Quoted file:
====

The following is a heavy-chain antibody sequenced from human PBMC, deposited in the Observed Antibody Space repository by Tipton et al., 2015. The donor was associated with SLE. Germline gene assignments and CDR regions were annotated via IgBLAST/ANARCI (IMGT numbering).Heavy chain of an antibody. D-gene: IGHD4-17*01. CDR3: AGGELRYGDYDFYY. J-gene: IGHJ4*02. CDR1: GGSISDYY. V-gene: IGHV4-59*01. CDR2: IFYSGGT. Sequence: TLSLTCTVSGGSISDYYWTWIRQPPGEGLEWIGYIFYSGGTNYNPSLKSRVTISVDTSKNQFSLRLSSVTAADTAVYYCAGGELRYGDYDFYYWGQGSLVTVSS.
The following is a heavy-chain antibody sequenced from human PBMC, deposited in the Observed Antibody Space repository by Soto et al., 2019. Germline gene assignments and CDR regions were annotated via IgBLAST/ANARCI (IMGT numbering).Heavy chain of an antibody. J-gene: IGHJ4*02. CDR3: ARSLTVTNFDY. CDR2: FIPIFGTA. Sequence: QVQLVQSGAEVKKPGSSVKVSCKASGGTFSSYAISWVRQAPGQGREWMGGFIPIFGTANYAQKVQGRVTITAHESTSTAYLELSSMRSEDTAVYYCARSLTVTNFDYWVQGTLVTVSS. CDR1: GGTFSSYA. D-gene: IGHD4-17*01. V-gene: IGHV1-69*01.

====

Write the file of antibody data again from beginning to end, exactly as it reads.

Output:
The following is a heavy-chain antibody sequenced from human PBMC, deposited in the Observed Antibody Space repository by Tipton et al., 2015. The donor was associated with SLE. Germline gene assignments and CDR regions were annotated via IgBLAST/ANARCI (IMGT numbering).Heavy chain of an antibody. D-gene: IGHD4-17*01. CDR3: AGGELRYGDYDFYY. J-gene: IGHJ4*02. CDR1: GGSISDYY. V-gene: IGHV4-59*01. CDR2: IFYSGGT. Sequence: TLSLTCTVSGGSISDYYWTWIRQPPGEGLEWIGYIFYSGGTNYNPSLKSRVTISVDTSKNQFSLRLSSVTAADTAVYYCAGGELRYGDYDFYYWGQGSLVTVSS.
The following is a heavy-chain antibody sequenced from human PBMC, deposited in the Observed Antibody Space repository by Soto et al., 2019. Germline gene assignments and CDR regions were annotated via IgBLAST/ANARCI (IMGT numbering).Heavy chain of an antibody. J-gene: IGHJ4*02. CDR3: ARSLTVTNFDY. CDR2: FIPIFGTA. Sequence: QVQLVQSGAEVKKPGSSVKVSCKASGGTFSSYAISWVRQAPGQGREWMGGFIPIFGTANYAQKVQGRVTITAHESTSTAYLELSSMRSEDTAVYYCARSLTVTNFDYWVQGTLVTVSS. CDR1: GGTFSSYA. D-gene: IGHD4-17*01. V-gene: IGHV1-69*01.